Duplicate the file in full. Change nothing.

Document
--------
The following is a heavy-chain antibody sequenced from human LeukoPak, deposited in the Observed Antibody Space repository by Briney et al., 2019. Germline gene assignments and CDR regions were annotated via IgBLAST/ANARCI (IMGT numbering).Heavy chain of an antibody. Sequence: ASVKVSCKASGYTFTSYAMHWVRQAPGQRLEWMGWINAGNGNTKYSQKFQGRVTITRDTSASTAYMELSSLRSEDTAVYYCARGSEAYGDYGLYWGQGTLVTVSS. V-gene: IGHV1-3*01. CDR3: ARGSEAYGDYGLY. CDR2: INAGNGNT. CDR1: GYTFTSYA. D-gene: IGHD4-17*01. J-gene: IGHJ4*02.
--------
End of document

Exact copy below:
The following is a heavy-chain antibody sequenced from human LeukoPak, deposited in the Observed Antibody Space repository by Briney et al., 2019. Germline gene assignments and CDR regions were annotated via IgBLAST/ANARCI (IMGT numbering).Heavy chain of an antibody. Sequence: ASVKVSCKASGYTFTSYAMHWVRQAPGQRLEWMGWINAGNGNTKYSQKFQGRVTITRDTSASTAYMELSSLRSEDTAVYYCARGSEAYGDYGLYWGQGTLVTVSS. V-gene: IGHV1-3*01. CDR3: ARGSEAYGDYGLY. CDR2: INAGNGNT. CDR1: GYTFTSYA. D-gene: IGHD4-17*01. J-gene: IGHJ4*02.